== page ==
The comments from the French Environmental Minister citing high levels of Chinese imports as a reason behind pending revisions and the recent halt in projects over 3 kilowatts in size "suggests local content requirements could be part of the new program, which may limit the opportunity for some Chinese vendors."

Yet, at the other end of the world, Australia plans to increase subsidies for renewables projects in 2011, following a big dip in renewable energy hooked up to the grid in 2010.

The electricity rates being paid by consumers are always embedded in the arguments over feed-in tariff subsidies that are ultimately passed on to the consumers. Indeed, Spain approved a 9.8% increase in electricity bills for more than 20 million consumers starting Jan. 1, 2011, the biggest increase since 1983, El Pais reported on Tuesday.

The Wells Fargo analyst summed up the import of the Spanish news, writing, "Retroactive cuts are viewed as a big negative for the solar industry, especially if other countries follow Spain's lead. Project developers, lenders, and investors may be hesitant to build/fund projects if there is a lack of faith governments will honor subsidies."

The Spanish move is the most draconian, but is it the most important for solar stocks?

From one perspective, the fact that Spain has taken a step that many solar industry executives thought impossible to even contemplate makes it hard to downplay. After all, solar project economics are founded on the idea that the FIT rates will be in place like a long-term bond, and investment rates of return on the solar projects are predicated on attractive returns being generated by the feed-in tariffs. The project finance desks across Europe that finance projects have said that if Spain went ahead with its plans to retroactively reduce solar FITs, it wouldn't be possible to finance solar projects anymore, because no one would trust any government to not follow Spain's lead.

In effect, the Spanish move would put the "fear of God" in anyone even contemplating project economics in solar and trying to attract investors with the assurance of FIT rates.

Yet on the other hand, what actually happens in German and France and other European markets is much more important than what happens in Spain as far as growth of the solar companies' businesses.

When Spain pulled the plug on solar at the end of 2008, it died as a market of importance for solar companies. No module makers are filling their suitcases these days with modules and making off for Spain. It more or less has been a dead market, while the rest of Europe has grown.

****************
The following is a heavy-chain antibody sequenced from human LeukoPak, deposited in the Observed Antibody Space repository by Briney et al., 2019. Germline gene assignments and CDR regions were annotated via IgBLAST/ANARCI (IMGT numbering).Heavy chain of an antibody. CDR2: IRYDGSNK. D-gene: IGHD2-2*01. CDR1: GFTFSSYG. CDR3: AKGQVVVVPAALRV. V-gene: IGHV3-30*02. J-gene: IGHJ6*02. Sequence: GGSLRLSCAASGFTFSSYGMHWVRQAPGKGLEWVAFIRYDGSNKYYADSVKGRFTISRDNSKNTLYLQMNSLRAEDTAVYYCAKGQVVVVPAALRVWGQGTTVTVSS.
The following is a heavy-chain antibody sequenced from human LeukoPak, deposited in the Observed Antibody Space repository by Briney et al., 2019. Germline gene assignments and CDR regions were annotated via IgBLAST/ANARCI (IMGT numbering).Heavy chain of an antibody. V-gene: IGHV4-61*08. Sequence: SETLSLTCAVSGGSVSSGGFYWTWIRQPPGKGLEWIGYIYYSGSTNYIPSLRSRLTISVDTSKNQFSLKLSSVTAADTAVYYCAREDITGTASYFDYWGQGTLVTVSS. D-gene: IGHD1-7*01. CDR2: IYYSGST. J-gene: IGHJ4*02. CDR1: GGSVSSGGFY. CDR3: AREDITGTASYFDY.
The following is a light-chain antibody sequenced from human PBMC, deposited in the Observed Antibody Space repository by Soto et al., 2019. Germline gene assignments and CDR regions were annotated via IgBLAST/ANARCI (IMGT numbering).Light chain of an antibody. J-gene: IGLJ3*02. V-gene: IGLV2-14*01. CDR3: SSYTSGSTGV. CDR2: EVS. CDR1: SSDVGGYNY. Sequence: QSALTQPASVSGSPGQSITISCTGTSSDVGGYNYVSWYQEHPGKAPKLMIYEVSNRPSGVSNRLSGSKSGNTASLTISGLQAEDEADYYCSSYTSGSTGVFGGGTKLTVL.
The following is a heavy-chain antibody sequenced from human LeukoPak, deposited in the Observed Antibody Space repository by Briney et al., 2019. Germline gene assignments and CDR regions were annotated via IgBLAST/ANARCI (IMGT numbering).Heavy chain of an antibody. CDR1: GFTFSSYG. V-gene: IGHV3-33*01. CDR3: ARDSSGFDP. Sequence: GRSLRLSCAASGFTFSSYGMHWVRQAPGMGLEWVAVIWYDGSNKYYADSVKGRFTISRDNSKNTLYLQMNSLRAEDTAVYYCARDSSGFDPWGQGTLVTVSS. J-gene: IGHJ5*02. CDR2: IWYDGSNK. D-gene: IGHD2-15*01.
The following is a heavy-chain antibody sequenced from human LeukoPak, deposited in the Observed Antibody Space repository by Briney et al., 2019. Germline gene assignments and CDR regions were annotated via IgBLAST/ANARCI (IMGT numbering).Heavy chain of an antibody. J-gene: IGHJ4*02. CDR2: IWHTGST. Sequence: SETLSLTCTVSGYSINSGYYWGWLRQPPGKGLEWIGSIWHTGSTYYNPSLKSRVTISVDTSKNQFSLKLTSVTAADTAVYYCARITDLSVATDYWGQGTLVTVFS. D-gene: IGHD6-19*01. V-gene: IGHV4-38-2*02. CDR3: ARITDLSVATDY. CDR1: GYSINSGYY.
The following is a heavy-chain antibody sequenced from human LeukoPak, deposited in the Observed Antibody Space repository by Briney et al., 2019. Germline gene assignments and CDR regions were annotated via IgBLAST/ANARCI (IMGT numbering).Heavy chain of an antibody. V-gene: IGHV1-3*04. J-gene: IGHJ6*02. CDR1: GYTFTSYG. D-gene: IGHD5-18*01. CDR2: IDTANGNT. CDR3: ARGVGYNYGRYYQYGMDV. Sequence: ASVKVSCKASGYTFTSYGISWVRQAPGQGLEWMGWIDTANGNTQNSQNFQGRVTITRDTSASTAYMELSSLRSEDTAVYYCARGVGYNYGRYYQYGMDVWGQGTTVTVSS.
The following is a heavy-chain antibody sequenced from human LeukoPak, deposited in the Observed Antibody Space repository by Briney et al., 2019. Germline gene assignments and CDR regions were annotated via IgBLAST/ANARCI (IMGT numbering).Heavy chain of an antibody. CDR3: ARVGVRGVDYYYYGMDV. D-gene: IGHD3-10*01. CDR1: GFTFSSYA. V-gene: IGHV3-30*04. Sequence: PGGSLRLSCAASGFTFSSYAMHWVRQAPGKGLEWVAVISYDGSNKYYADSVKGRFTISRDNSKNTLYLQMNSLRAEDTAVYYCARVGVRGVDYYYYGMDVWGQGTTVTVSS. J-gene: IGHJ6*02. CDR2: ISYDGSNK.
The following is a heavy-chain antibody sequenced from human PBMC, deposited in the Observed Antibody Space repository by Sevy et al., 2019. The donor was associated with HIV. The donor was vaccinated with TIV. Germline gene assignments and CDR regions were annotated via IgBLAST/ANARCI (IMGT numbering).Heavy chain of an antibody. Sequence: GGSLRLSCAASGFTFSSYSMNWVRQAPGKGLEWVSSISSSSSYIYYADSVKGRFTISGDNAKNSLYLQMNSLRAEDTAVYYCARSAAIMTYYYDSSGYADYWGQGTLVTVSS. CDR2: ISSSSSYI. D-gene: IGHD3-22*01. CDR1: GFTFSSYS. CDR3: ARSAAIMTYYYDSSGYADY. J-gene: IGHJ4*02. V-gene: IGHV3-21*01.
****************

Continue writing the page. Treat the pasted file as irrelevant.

In fact, the only talk these days one hears about growth of Spanish solar is predicated on grid parity. If in a few years time, the cost of solar decreases steadily, the Spanish solar market might be a "go" even without subsidies. The Iberian peninsula is expected to be one of the first solar markets to grid parity.

If the big question is, "Wait a second, if Spain can do the unthinkable, why can't any other country?", the more important question might be, " Would any other country?"

Solar stocks, already beaten down over the past few months -- and with fears of massive solar oversupply in Europe already embedded in stock prices -- don't deserve another leg down based on a theoretical case about other nation's following Spain's draconian lead.

Chinese solar leaders like module maker Trina Solar ( TSL and cell maker JA Solar ( JASO, which are among the Street favorites, are down roughly 10% over the past three months, and have declined roughly 25% from 52-week highs as the year closes out.

Shorting of many notable Chinese solar stocks increased in the most recent two week Nasdaq reporting period, according to data released by the exchange on Monday. ReneSola ( SOL - Get Report) and JA Solar ( JASO were among the Chinese solar stocks seeing the biggest increase in short interest as the year drew to a close.

The Spanish antisolar grinch, in the least, shows how tenuous the European economic situation is, and will remain to be in 2011. Yet solar investors probably have plenty to worry about relative to political backlash, sector oversupply, and price crashes, without even getting into the issue of Spanish solar politics.

It's Germany, France and Italy that matter to a much greater extent than Spain.

Let's put it this way: even Cyprus was predicted to be a bigger growth market for solar than Spain in 2011.

-- Written by Eric Rosenbaum from New York.